Published: May 8, 2019
NASA astronaut Peggy Whitson

AIAA Aerospace America is highlighting the research going on in Assistant Professor Allie Anderson's laboratory to design a next generation space suit:

U.S. astronauts on the moon or Mars will need a spacesuit that won’t injure or exhaust them. One hurdle is that no one knows exactly what goes on in a physical sense when an astronaut inside one of today’s spacesuits moves his or her limbs. Amanda Miller visited with student researchers in Colorado who think they know how to find the sore spots in today’s suits, a breakthrough that could point the way to better designs, perhaps including one of their own.

In a windowless, subterranean lab at the University of Colorado in Boulder, doctoral candidate Katya Arquilla takes what looks like the sleeve of a shirt down from a shelf and shows it to me. It’s black and made from a stretchy fabric, with fine copper wire connecting patches of pink plastic. This is just a mock-up, but ultimately, she and fellow students plan to create an entire skin-tight body suit with these pink pressure sensors arrayed over it. When the wearer rubs or bumps against something, or something rubs or bumps against the wearer, the resulting pressure increases electrical resistance in the copper wires, and the suit detects the contact.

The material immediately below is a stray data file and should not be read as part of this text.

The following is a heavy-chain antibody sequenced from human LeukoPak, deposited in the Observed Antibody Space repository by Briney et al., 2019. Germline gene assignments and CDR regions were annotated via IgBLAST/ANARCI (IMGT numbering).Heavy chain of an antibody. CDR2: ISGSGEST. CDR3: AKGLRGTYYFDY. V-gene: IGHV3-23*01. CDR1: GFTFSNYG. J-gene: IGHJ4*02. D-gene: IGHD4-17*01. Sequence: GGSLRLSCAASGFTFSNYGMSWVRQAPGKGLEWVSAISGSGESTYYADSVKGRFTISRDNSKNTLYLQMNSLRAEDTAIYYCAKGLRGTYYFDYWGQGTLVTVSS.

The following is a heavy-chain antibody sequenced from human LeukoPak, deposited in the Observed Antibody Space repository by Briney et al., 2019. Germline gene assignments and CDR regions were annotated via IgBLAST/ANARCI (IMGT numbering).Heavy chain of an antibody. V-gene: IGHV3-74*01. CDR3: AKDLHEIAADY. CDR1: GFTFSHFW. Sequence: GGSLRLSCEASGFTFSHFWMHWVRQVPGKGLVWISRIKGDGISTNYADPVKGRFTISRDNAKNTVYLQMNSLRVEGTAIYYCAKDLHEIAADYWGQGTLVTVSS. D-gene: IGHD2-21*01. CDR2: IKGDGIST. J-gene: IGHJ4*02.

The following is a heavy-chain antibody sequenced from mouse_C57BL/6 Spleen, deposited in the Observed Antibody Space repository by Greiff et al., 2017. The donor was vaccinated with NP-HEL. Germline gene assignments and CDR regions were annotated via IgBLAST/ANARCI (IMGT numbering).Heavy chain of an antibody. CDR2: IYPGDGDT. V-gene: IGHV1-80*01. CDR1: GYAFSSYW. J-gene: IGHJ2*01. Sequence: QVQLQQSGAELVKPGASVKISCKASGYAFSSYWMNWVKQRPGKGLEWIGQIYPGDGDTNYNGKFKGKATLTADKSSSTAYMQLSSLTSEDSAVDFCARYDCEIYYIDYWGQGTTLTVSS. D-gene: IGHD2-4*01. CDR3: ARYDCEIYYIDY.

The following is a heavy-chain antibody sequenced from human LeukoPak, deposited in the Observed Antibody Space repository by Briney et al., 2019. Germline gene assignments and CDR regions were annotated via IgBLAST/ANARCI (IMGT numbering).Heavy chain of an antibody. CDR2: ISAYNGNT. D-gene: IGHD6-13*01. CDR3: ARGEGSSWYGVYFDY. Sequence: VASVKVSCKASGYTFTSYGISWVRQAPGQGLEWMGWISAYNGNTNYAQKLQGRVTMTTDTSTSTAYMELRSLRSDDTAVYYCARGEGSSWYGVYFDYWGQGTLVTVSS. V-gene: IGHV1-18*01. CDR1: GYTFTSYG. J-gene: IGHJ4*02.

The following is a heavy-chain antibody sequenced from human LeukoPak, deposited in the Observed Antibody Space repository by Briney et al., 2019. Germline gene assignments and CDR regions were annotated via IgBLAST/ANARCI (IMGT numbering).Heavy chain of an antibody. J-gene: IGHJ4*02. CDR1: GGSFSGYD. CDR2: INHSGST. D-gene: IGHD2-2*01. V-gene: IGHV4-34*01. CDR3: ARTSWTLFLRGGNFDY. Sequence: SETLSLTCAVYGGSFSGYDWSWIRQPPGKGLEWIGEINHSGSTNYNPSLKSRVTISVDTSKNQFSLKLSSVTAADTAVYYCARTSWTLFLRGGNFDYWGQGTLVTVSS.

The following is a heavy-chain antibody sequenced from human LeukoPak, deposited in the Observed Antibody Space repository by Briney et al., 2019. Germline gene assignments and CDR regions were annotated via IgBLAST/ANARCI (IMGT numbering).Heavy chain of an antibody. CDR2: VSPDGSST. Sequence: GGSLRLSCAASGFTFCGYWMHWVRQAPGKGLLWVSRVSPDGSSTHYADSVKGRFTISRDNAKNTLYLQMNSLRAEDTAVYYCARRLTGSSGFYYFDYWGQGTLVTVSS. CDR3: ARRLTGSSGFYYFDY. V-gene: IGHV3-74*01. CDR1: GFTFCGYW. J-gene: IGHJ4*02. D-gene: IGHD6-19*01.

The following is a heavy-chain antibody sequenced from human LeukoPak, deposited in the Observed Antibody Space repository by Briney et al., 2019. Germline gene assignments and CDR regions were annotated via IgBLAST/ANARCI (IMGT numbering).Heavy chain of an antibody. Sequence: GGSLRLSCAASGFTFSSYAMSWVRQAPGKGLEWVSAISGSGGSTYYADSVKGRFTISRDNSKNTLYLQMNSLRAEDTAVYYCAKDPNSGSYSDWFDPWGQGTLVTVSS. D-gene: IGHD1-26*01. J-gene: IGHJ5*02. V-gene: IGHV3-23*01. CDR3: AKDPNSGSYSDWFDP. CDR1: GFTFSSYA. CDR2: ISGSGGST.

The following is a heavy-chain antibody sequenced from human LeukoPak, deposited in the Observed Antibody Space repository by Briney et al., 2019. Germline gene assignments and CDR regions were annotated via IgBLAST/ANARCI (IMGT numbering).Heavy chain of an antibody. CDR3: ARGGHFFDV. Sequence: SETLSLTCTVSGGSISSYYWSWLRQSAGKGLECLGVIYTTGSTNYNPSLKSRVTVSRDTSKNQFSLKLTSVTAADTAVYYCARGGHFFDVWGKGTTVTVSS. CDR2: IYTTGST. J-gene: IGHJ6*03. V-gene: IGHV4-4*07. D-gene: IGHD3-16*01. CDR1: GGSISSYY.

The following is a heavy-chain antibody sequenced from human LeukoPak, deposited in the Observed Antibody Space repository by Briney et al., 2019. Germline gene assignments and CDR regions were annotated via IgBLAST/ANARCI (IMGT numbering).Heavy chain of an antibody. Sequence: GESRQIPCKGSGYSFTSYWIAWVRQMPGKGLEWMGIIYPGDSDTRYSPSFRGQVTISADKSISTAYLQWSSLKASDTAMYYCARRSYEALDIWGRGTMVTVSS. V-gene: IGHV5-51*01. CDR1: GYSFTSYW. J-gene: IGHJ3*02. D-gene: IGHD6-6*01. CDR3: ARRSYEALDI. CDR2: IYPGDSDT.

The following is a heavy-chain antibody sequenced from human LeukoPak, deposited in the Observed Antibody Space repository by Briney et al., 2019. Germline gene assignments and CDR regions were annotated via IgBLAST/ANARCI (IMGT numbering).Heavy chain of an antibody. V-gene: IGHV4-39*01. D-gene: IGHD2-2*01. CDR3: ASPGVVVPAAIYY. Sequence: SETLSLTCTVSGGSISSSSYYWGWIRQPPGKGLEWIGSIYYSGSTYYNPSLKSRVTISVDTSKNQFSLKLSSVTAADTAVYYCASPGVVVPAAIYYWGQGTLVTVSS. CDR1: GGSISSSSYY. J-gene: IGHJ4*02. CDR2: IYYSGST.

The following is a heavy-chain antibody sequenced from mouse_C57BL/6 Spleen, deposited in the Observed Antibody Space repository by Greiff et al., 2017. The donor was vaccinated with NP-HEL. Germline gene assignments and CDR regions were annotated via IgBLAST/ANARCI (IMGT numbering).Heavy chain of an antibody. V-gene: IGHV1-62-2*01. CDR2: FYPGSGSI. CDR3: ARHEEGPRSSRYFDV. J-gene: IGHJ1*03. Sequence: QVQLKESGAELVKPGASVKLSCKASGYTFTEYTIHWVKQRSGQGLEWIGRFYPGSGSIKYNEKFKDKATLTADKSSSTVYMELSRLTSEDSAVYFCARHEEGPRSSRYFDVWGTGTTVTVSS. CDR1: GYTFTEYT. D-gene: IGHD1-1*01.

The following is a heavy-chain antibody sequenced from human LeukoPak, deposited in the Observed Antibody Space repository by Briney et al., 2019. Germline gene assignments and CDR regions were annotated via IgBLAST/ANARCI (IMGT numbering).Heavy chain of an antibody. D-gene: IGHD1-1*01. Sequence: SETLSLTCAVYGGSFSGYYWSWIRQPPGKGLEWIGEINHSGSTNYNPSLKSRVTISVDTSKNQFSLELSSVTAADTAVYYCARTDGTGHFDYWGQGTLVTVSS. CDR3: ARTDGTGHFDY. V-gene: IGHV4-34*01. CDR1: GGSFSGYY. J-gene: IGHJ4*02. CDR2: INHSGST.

The team plans to create a... Read the full story at AIAA Aerospace America.